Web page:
ASK THE DOCTOR: Does my friend have an eye defect?

Doctor, I have a friend who seems to always have what I call eye boogers (that gross stuff that finds its way to the corner of the eyes) all the time. She has on very many occasions slept at my place but even after she showers, when she is done dressing up, she already has that stuff gathering in the corners of her eyes. It's disgusting and I have asked her on many occasions to see an eye doctor.

Doctor,

I have a friend who seems to always have what I call eye boogers (that gross stuff that finds its way to the corner of the eyes) all the time. She has on very many occasions slept at my place but even after she showers, when she is done dressing up, she already has that stuff gathering in the corners of her eyes. It’s disgusting and I have asked her on many occasions to see an eye doctor.

We have been friends for five years now and I can’t remember her always having this problem, however, I can’t recall when it started either. She says her sight is fine and her eyes are okay, it’s just natural, but there is nothing natural about washing your face and moments later you look like you never did. What is going on with her? Is it actually natural? And if it isn’t what can she do about it?

Hilda

Dear Hilda

What you have described is discharge from the corners of the eyes. Information which would be helpful in the diagnosis would be, does it happen every day or sometimes, is it in the morning only or throughout the day, is the discharge dry, crusty or dirty like mucous or watery? Lastly, is there redness and pain in the eyes as well?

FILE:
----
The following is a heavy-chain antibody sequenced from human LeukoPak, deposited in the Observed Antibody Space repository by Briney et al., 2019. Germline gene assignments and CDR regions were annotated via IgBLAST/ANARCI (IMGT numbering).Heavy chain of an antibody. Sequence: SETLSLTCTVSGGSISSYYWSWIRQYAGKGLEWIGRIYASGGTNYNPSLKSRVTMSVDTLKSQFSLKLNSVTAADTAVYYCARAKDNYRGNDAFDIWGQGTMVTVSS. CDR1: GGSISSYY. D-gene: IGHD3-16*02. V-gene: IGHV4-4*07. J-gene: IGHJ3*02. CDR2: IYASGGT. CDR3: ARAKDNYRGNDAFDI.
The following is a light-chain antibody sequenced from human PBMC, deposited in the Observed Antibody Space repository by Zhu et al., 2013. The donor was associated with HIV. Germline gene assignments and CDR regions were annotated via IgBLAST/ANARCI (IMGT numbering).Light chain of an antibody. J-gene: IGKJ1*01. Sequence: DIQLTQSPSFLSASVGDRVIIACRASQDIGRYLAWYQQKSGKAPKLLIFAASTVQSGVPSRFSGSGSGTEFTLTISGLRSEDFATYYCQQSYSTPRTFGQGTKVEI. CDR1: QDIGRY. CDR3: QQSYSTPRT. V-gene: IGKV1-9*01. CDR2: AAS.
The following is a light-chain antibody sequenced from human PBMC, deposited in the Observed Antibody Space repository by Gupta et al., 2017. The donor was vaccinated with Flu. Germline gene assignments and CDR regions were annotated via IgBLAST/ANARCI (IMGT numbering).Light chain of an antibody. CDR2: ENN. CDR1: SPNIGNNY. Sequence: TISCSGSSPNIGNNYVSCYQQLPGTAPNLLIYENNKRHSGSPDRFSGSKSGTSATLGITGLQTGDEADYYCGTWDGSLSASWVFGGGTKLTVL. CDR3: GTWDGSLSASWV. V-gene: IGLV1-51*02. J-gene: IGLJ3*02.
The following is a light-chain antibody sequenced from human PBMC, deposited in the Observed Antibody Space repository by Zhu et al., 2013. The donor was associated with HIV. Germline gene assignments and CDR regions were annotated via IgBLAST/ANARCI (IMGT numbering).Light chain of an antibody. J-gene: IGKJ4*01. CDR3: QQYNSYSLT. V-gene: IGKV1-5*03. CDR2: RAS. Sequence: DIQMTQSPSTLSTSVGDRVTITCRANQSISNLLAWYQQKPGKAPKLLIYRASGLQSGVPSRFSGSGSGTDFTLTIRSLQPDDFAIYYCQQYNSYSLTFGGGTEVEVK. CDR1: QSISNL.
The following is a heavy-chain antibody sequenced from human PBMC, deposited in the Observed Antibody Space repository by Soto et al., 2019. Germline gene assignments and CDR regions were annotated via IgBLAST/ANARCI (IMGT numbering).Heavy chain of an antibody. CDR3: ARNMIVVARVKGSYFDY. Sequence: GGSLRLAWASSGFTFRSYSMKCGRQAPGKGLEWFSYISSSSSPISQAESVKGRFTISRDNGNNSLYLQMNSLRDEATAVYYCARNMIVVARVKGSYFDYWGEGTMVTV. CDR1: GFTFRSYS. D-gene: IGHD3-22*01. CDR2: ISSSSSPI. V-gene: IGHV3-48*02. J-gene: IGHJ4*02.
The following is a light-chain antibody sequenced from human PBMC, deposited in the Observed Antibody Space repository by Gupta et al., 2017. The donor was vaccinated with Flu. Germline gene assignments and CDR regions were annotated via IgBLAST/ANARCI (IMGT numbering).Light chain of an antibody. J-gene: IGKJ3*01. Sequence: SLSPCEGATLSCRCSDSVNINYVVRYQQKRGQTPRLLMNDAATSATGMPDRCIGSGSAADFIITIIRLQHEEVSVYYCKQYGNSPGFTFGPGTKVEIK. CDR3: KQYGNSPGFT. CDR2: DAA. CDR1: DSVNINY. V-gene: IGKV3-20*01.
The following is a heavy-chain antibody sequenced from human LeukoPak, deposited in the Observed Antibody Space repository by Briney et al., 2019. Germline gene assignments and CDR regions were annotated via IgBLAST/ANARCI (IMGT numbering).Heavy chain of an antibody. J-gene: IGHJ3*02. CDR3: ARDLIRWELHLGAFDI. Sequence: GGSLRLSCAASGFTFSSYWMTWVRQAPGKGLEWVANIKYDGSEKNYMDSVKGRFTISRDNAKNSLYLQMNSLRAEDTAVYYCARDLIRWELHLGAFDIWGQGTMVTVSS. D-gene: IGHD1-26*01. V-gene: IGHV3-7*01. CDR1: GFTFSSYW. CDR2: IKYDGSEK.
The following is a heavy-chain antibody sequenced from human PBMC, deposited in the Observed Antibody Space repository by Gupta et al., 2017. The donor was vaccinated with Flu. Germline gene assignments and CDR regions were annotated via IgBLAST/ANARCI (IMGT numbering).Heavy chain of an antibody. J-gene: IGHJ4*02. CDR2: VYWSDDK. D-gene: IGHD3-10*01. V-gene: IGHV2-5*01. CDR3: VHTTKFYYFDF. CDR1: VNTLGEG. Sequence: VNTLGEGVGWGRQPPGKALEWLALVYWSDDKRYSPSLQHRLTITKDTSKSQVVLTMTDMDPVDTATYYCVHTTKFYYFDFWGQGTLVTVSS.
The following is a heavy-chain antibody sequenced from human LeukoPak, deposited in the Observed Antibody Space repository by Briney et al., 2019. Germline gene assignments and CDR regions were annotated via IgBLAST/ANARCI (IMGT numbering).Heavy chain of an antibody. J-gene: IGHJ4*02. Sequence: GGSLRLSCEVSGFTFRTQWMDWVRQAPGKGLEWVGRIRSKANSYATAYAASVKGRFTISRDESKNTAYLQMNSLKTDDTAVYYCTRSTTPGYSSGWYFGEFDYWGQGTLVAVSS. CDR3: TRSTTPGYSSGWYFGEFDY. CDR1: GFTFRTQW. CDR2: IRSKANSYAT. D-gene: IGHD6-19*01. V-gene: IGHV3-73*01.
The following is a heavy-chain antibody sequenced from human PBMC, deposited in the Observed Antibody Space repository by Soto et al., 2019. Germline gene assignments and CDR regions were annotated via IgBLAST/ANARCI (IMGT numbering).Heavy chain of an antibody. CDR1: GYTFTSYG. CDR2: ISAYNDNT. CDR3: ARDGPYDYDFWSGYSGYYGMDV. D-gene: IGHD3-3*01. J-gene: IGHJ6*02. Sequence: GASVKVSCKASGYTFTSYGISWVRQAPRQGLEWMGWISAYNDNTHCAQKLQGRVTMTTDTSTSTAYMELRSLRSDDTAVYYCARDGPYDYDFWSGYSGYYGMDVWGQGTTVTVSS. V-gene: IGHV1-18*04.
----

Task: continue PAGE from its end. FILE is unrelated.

Eye discharge or boogers is a combination of mucous, oil, skin cells and other debris that accumulates in the corner of the eyes. It has a protective function, removing the waste material and microbes from eyes. Normally mucous is produced throughout the day but it is removed when one blinks during day time. It is visible after waking up because of lack of blinking during sleep. Once eyes are washed it is no longer visible normally.

Hence any visible discharge in eyes during day time is abnormal and commonly occurs due to infections.
Conjunctivitis is the most common eye infection causing discharge from the eyes. It occurs due to infection and inflammation of the inner lower lining of sclera and is contagious as well. The infection can be viral or bacterial. Discharge can be mucoid or mucopurulent causing redness and swelling and even pain over the eyes as well.

Allergy to some substance can also cause conjunctivitis, but here there will be no pain. Other infections like infections of the eyelids or tear glands can also cause discharge from the eyes. The amount of discharge and its consistency depends on the type and severity of the infection.

Though your friend says that her eye sight is fine it is better to get her vision tested. It is said that mild impairment of vision makes one more susceptible to recurrent eye infections. It is said that if there is mild visual impairment, one tends to rub the eyes frequently to see more clearly , thus introducing recurrent infection.

While working on computers for long hours in closed, artificially lit rooms, majority of the people have become prone to have visual problems.

Regarding the discharge, it can be removed by using a soft clean cotton cloth dipped in lukewarm water. Washing the eyes at least three to four times every day with cold and clean water also helps to keep them clean and free from infections.

A diet rich in fresh green vegetable fruits, whole grains and nuts helps to strengthen eye muscles and improve vision.

Antibiotic eye drops can be used locally for bacterial conjunctivitis. Allergic conjunctivitis can be cured by using a short course of anti allergy drugs or eye drops.

Dr. Rachna is a specialist in internal medicine at Ruhengeri Hopsital.

 

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